Yes, that’s right. I hate my new toilet. Well, maybe hate is too strong of a term. OK, I really dislike my new toilet. Why, you ask? It all boils down to preference. Preference on….what?
While all toilets basically do the same thing [flush, refill, flush…not talking about the composting toilets out there] and there are too many styles and brands of toilets to count, there are two inescapable genres of toilets you and I have to choose from. No, not white or some other color but seriously, white is probably the way to go. I’m talking the choice in height: short versus tall, or more commonly “normal” versus “comfort height”. First, we need to know what those two terms really refer to.
Back before the Americans with Disabilities Act (the ADA for short) was signed into law in 1990, I don’t have the slightest idea what toilet height choices were available. I don’t ever recall thinking about it as a child, either. My parents’ house was a 3-bedroom, 2-bath home in the suburbs and those two toilets were what we had. At least in the era of black or almond-colored toilets they were white. Thinking back, their heights were normal to our family and we didn’t have a clue what the height of a toilet really meant.
Now (fast-forward about three decades) the two leading categories of toilet height probably confuse a few of you, and I would guess most people rarely think about the choice. Why do we have two heights these days? In my opinion it largely boils down to addressing requirements that stem back to the ADA Act to make all types of facilities accessible to all persons regardless of mobility issues, gender, or any other issue. The rise of the comfort height toilet (where the seat is around 17 to 19 inches above the floor) came about to make it easier to either stand back up after use or transfer laterally to a mobility aid such as a wheelchair. Conventional wisdom tells us that it is easier to shift laterally when transferring off a toilet just like when using a regular chair, rather than the uphill direction that used to be required by normal height toilets (seats below 17 inches off the floor).
Furthermore, with the aid of wall-mounted grab bars, if you’re a few inches closer to your standing position, it seems within reason to understand that comfort height toilets make standing easier on those who otherwise struggle to stand up. In the commercial building world, most toilets have been wall-mounted on a carrier in the wall, and you could locate the carrier at the right height so accessible toilets are automatically at the correct (and legally-required) height. In the residential market, manufacturers started making two heights of toilets not necessarily out of legal requirements but out of the realization that the population who prefer higher toilets at the workplace could also be served with comfort height toilets in their homes.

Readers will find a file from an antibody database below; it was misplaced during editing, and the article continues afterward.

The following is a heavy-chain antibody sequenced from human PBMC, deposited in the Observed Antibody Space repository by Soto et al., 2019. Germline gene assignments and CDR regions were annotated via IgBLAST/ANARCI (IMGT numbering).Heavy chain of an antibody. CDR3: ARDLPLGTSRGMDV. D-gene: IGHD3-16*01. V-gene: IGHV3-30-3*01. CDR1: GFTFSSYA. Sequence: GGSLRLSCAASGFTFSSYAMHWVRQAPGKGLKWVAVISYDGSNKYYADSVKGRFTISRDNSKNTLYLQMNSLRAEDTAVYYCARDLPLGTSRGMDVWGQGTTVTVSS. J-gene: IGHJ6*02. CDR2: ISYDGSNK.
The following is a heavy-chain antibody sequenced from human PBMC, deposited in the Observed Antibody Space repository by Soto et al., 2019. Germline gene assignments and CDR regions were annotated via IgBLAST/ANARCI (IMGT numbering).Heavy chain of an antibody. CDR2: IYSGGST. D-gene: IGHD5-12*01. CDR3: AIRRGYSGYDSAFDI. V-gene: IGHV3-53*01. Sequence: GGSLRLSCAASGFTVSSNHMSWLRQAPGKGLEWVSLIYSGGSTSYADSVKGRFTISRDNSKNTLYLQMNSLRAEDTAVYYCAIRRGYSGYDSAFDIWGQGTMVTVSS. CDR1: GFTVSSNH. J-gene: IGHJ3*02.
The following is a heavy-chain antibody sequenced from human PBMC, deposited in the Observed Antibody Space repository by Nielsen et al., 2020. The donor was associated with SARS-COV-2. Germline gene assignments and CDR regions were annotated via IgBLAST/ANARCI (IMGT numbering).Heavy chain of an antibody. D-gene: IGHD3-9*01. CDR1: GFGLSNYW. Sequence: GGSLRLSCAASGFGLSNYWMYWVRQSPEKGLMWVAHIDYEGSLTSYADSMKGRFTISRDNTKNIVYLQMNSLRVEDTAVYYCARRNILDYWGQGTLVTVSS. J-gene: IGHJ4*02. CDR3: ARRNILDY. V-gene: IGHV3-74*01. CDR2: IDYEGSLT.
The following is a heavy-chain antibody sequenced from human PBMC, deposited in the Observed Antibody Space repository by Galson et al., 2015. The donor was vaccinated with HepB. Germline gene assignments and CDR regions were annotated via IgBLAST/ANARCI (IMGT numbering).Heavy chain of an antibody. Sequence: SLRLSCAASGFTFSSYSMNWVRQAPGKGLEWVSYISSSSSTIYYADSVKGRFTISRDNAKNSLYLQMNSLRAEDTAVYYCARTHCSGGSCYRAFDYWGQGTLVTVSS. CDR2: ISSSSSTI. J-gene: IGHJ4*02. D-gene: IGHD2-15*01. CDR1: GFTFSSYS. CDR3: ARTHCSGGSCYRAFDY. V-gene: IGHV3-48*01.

Residential toilets do not often utilize an in-wall carrier so the toilet base has to be manufactured to the desired height because once you have it, you’re stuck with it. The one residential exception I am aware of is the growing category of wall-hung residential toilets which derive their origins from commercial systems and have an in-wall carrier that can be mounted at whatever height you choose. I’ve specified a number of these units with quite modern seats. Unless you’re 7 feet – 2 inches tall, I wouldn’t recommend installing them 20 inches above the floor! Well, probably not then either. You’re probably not the only one using the toilet.
OK, history lesson over and back to my “situation”. Last week I had to replace one of the toilets in my home(*). When I’m working on a design project for a client, the clients needs and tastes will probably lead me to recommend a toilet height for them so we can choose and specify what is needed only once. At my own home, bought in 2007 but built back in 1985, I’m the decision maker on these little things. So I hopped into my truck and went to the local home improvement store and they still carry the same model of toilet that I installed in my home back in ’08 (albeit probably redesigned a bit for lower-flow restrictions now in effect). Bought it, carted it home, and in less time than you think I had replaced the broken toilet with the new one.
Stand back and admire handiwork. Clean up tools and recycle the mess from new toilet’s packing materials.
Only later that evening did I determine that I hate the new toilet. Why? It’s a comfort height unit and my preference is the lower, normal height units. In the words of a certain cartoon character, “Doh!” Either the store carries that model of throne only in comfort height now, or I completely missed the labeling on the package. Either way, I’m not replacing it again – it’s a completely new, working toilet! No adjustment needed!
Well, on the bright side the next time I pull a muscle in my back I can gingerly shuffle over to the disliked comfort height toilet and know that it will be a bit easier to stand up again. So don’t be taken aback if some day in the future when I’m designing a home for you, I ask you normal, or comfort height!
(*) Footnote: the base of the old toilet appeared to have a manufacturing defect causing it to fail over time. It wasn’t my fault! And know that no toilets have been cast off as environmental pollution. I’ve properly disposed of the base and am saving the tank as a back-up since it will fit either of our home’s toilets.
This post was originally written before re-branding as Eckxstudio for Modern Architecture at the end of 2017.
At Eckxstudio for Modern Architecture, we design unique and stunning projects, individually crafted for our clients’ lives. We’re passionate about listening to your needs, wants and desires as inspiration to design the dream home you’ll never want to leave.